Our focus is on the first no vm operation operation. Take out this log separately and add a Chinese explanation to the parameter description:

In summary:

JVM wants to execute no vm operation . This operation requires threads to enter the safe point. There are 12 threads in total during the whole period, and there are 2 running threads. You need to wait for these two threads to enter the safe point and wait for these 2 threads to enter It took 5037 milliseconds to safely click and block.

It is also very simple to find these two threads. Doesn't it take more than 5000 milliseconds to enter the safe point? I just add parameters to make the thread that enters the safe point more than 5000 milliseconds timeout.

So add -XX:+SafepointTimeout and -XX:SafepointTimeoutDelay=5000 parameters to execute the code.

Oh, isn't this the t1 and t2 threads?

This result is also expected. Our focus is what exactly is no vm operation Why make the main thread wait so long?

Source code positioning

The name of this VM operation is called no vm operation , which translates to Chinese is is not a VM operation . If it is connected, it is a VM operation that is not a VM operation?

An operation that is not a VM operation can actually bring the whole world into a safe point?

What exactly is the operation? Knowledge blind zone!

Even Google Baidu did not find a more convincing answer.

Ever since, I decided to look at the source code of the JVM.

no vm operation globally in the JVM source code, only safepoint.cpp has this information.

Click to take a look, and sure enough, to locate the print log at once, this is the SafepointSynchronize::print_statistics() method.

There is a very key code:

_vmop_type == -1 ? 
    "no vm operation" : 
    VM_Operation::name(sstats->_vmop_type)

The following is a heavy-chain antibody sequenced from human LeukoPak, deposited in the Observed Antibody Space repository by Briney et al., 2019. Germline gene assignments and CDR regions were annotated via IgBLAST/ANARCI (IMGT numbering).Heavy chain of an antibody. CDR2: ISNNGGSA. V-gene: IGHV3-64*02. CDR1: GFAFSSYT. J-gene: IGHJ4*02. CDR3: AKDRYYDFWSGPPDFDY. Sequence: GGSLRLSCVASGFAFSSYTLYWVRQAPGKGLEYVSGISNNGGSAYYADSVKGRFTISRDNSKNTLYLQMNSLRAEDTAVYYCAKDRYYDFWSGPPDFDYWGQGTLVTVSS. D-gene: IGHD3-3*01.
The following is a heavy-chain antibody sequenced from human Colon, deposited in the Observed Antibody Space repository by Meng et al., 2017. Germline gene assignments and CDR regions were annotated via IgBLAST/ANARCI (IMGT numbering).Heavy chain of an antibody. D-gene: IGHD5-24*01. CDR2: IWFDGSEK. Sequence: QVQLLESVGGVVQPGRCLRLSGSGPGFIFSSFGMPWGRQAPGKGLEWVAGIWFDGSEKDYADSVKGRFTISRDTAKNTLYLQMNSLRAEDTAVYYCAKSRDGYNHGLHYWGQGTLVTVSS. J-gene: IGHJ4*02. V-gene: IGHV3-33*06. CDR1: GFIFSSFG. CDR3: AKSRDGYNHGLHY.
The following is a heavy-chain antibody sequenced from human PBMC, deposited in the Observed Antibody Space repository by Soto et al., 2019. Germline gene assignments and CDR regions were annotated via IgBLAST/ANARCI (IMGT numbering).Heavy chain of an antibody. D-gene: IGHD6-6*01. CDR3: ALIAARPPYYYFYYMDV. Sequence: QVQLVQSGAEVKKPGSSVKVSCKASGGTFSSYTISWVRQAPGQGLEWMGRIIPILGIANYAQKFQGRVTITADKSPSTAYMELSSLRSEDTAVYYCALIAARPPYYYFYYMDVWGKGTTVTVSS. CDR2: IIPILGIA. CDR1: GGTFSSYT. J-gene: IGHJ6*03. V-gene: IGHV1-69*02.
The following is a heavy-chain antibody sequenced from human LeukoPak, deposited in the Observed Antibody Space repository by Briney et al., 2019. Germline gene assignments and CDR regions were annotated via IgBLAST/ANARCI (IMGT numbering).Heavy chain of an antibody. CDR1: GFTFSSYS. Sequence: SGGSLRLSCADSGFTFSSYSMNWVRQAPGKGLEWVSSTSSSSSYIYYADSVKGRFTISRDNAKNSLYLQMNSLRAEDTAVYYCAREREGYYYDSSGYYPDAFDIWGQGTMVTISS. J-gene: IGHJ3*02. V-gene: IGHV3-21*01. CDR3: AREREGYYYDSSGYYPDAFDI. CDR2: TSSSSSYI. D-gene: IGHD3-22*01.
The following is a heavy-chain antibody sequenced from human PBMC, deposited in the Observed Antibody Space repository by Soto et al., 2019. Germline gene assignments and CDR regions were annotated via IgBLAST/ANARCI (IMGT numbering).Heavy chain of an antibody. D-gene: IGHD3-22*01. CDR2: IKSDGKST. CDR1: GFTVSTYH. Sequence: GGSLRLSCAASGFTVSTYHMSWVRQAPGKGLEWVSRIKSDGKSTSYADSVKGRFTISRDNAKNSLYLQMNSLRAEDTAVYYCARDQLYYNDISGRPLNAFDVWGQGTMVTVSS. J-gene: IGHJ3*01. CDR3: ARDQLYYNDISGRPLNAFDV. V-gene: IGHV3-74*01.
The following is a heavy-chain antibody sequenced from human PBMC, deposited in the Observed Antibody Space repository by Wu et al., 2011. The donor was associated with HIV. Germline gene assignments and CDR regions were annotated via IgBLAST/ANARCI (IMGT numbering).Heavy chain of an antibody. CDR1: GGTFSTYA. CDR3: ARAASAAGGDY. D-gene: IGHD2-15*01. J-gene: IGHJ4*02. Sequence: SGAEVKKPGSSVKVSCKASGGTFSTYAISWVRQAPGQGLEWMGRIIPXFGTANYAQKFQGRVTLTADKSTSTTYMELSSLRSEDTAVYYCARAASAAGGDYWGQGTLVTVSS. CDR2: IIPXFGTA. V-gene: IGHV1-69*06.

no vm operation will be output in the column of the operation type of the security point printed.

And this _vmop_typen is a member of the structure SafepointStats, the specific meaning is triggers the VM operation type safe point.

So what type of operation will set _vmop_type to -1?

I found the answer in the method of opening the safe point:

If it is not a security point event triggered by a VM operation, _vmop_type will be set to -1 at this time.

In other words, there are other situations that can also trigger a safe point event, allowing all threads to enter the safe point.

Then, we only need to find the code that triggers the safety point event.

It is too difficult to find files one by one. If you want to enter a safe point, you must call the method to enter the safe point.

The way to enter the safe point is the SafepointSynchronize::begin() method in safepoint.cpp.

We only need to search globally where the SafepointSynchronize::begin() method is called should be able to find the code that triggers the safepoint event.

Global search found that only vmThread.cpp has calls, and vmThread.cpp encapsulates all methods related to VMThread.

VMThread

What is VMThread?

VMThread is an internal thread started by the JVM itself. It is mainly used to coordinate other threads to reach a safe point and perform VM operations.